|Publication number||US4021543 A|
|Application number||US 05/563,020|
|Publication date||May 3, 1977|
|Filing date||Mar 28, 1975|
|Priority date||Mar 28, 1975|
|Also published as||CA1041426A, CA1041426A1|
|Publication number||05563020, 563020, US 4021543 A, US 4021543A, US-A-4021543, US4021543 A, US4021543A|
|Inventors||Gene Darrell McKay|
|Original Assignee||Abbott Laboratories|
|Export Citation||BiBTeX, EndNote, RefMan|
|Patent Citations (2), Non-Patent Citations (1), Referenced by (9), Classifications (5)|
|External Links: USPTO, USPTO Assignment, Espacenet|
This invention relates to pharmaceutical electrolyte solutions. More particularly it relates to a process and product wherein the characteristic saline taste of the electrolyte solution is disguised by adding to the electrolyte solution a glucose polymer having an average short-chain length and particularly one wherein the glucose polymer is composed of 3 - 8 units.
The use of dextrose for masking saline taste in pharmaceutical preparations is well known. However, the use of dextrose for this purpose often causes diarrhea and other gastrointestinal disturbances. The advantage of utilizing a glucose polymer in place of dextrose for added caloric content without additional osmotic pressure problems is indicated in U.S. Pat. No. 3,793,461. The reduced sweetness of dextrins when compared to glucose is indicated in "The Lancet," Apr. 5, 1969, page 690. However, prior to this invention no one has utilized glucose polymers of average short-chain length to mask saline taste and provide a product which will obviate gastrointestinal problems as well as a product having good flavor with stability.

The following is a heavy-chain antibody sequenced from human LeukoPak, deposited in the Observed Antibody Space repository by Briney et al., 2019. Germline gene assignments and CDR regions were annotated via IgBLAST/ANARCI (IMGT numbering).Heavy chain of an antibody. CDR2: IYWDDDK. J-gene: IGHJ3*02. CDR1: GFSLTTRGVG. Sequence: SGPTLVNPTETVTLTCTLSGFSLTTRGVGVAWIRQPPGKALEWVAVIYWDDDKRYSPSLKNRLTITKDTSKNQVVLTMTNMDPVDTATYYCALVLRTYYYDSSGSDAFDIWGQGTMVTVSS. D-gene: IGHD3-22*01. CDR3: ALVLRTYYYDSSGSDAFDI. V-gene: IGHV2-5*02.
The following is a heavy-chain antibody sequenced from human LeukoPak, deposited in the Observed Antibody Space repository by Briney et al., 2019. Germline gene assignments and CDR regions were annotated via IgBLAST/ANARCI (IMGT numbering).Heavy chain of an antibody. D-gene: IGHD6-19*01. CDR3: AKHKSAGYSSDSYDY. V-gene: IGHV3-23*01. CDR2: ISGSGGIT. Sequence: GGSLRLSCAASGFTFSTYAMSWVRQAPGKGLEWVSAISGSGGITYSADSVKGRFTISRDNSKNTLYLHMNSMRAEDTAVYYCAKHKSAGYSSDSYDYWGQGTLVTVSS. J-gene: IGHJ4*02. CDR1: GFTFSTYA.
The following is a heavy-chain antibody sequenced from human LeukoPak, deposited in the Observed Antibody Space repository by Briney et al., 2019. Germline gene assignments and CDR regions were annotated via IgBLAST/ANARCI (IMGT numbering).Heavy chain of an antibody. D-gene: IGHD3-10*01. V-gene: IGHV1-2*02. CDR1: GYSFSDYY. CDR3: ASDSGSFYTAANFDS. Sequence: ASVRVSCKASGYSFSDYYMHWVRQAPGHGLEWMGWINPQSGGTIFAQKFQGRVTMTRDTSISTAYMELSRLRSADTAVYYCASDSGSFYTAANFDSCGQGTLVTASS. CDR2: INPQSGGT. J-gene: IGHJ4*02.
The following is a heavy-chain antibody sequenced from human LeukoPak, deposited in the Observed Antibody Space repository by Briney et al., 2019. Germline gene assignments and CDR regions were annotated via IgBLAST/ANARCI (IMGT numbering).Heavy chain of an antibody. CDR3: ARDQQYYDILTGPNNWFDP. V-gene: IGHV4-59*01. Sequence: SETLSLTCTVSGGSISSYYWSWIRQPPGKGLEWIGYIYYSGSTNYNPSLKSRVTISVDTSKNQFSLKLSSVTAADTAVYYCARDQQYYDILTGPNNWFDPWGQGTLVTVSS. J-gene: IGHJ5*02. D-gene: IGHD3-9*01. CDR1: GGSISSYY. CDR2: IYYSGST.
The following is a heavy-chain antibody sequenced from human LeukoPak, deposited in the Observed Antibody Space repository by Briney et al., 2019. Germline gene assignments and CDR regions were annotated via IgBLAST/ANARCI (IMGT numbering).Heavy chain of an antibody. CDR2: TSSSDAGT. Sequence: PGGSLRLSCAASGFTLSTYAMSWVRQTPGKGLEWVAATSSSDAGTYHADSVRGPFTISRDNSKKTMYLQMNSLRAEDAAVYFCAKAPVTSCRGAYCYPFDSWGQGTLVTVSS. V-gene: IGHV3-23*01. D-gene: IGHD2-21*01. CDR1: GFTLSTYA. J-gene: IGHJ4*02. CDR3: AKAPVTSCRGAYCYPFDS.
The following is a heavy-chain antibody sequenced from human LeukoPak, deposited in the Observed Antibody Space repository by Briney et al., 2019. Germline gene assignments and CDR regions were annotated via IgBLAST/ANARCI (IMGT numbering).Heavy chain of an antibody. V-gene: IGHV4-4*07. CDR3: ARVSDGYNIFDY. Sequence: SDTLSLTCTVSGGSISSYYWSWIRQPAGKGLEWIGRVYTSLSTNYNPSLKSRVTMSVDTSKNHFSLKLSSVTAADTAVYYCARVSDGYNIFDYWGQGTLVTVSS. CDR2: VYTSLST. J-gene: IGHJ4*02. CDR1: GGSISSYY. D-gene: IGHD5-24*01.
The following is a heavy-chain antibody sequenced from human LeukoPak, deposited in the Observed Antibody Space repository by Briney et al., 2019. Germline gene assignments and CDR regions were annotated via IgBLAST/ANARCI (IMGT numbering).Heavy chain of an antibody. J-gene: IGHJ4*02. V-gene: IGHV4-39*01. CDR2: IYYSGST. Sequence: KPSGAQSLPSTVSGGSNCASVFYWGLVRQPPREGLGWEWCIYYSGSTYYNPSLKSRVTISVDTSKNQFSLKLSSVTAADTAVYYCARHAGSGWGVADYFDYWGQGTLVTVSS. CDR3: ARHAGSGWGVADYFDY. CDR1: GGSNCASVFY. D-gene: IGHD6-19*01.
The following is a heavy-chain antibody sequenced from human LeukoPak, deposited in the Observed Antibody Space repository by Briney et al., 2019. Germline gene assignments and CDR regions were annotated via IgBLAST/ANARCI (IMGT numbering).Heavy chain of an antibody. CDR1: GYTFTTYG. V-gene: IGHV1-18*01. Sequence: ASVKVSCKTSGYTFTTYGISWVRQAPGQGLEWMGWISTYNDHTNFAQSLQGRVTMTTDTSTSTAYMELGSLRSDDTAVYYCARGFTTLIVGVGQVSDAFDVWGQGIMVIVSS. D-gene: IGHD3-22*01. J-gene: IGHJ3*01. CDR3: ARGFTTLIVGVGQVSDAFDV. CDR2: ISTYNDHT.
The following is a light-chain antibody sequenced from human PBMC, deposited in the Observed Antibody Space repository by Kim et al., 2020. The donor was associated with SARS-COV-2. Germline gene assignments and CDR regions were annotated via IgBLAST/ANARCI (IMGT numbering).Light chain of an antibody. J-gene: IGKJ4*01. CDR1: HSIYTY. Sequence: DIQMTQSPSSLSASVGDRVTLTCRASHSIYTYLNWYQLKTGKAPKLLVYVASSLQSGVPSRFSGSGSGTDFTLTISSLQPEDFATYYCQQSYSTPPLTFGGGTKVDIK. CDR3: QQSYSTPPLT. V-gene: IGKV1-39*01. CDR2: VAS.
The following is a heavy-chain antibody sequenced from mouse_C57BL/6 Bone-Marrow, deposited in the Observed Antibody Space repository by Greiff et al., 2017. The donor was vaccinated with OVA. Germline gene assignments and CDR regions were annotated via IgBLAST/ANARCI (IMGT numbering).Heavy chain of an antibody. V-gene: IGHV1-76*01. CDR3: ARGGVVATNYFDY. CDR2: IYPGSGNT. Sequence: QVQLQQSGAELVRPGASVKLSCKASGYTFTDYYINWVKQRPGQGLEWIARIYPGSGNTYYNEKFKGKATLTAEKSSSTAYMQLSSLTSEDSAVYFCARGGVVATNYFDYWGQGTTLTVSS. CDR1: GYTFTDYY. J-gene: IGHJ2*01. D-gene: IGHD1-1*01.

It is an advantage of the present invention to provide an oral electrolyte solution wherein the saline taste is substantially reduced. Other advantages are an oral electrolyte solution which is pleasing to the taste yet does not adversely affect the gastrointestinal system, does not have an unpleasing sweet taste and will afford an increased caloric intake.
The foregoing advantages are accomplished and the shortcomings of the prior art overcome by the present process and product produced therefrom wherein an oral electrolyte solution is combined with a glucose polymer having an average short-chain length in the amount of about 3 - 8 units with the glucose polymer being added in an amount to substantially disguise the saline taste of the electrolyte solution. The glucose polymer is normally added in the amount of at least 15% by weight and the electrolyte solution is preferably composed of the chloride salts of calcium, magnesium and potassium. The pH of the solution is preferably in the range of 3 - 6. A preferred method of composing the electrolyte solution with the glucose polymer is in heating the aqueous solution prior to intermixing with the electrolyte solution.